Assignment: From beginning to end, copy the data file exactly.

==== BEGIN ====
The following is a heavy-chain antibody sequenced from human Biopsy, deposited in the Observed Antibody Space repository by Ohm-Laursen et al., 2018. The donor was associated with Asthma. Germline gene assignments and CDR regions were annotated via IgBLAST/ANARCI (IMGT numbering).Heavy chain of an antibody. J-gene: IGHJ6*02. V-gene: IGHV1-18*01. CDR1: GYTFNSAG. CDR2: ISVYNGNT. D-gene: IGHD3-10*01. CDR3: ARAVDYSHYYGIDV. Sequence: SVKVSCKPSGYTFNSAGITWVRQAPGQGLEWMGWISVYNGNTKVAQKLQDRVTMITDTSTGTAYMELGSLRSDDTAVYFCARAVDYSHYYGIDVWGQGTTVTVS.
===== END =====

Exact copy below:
The following is a heavy-chain antibody sequenced from human Biopsy, deposited in the Observed Antibody Space repository by Ohm-Laursen et al., 2018. The donor was associated with Asthma. Germline gene assignments and CDR regions were annotated via IgBLAST/ANARCI (IMGT numbering).Heavy chain of an antibody. J-gene: IGHJ6*02. V-gene: IGHV1-18*01. CDR1: GYTFNSAG. CDR2: ISVYNGNT. D-gene: IGHD3-10*01. CDR3: ARAVDYSHYYGIDV. Sequence: SVKVSCKPSGYTFNSAGITWVRQAPGQGLEWMGWISVYNGNTKVAQKLQDRVTMITDTSTGTAYMELGSLRSDDTAVYFCARAVDYSHYYGIDVWGQGTTVTVS.